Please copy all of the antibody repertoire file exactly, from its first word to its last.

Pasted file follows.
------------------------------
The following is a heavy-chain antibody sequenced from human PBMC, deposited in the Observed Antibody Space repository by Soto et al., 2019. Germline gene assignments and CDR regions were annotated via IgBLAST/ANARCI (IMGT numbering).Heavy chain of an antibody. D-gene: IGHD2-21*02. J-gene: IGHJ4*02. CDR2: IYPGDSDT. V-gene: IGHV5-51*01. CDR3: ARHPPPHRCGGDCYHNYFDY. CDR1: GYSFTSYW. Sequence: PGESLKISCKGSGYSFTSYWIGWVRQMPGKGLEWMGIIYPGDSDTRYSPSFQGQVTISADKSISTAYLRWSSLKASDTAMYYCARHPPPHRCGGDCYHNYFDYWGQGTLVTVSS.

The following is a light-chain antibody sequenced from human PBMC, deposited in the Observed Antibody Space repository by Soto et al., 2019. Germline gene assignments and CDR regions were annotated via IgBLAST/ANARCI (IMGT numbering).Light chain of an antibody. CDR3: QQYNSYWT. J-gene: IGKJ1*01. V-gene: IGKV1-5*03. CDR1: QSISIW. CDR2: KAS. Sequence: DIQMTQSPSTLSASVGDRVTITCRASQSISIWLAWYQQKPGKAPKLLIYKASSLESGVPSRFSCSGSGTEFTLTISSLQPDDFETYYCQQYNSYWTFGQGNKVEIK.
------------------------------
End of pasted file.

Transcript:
The following is a heavy-chain antibody sequenced from human PBMC, deposited in the Observed Antibody Space repository by Soto et al., 2019. Germline gene assignments and CDR regions were annotated via IgBLAST/ANARCI (IMGT numbering).Heavy chain of an antibody. D-gene: IGHD2-21*02. J-gene: IGHJ4*02. CDR2: IYPGDSDT. V-gene: IGHV5-51*01. CDR3: ARHPPPHRCGGDCYHNYFDY. CDR1: GYSFTSYW. Sequence: PGESLKISCKGSGYSFTSYWIGWVRQMPGKGLEWMGIIYPGDSDTRYSPSFQGQVTISADKSISTAYLRWSSLKASDTAMYYCARHPPPHRCGGDCYHNYFDYWGQGTLVTVSS.

The following is a light-chain antibody sequenced from human PBMC, deposited in the Observed Antibody Space repository by Soto et al., 2019. Germline gene assignments and CDR regions were annotated via IgBLAST/ANARCI (IMGT numbering).Light chain of an antibody. CDR3: QQYNSYWT. J-gene: IGKJ1*01. V-gene: IGKV1-5*03. CDR1: QSISIW. CDR2: KAS. Sequence: DIQMTQSPSTLSASVGDRVTITCRASQSISIWLAWYQQKPGKAPKLLIYKASSLESGVPSRFSCSGSGTEFTLTISSLQPDDFETYYCQQYNSYWTFGQGNKVEIK.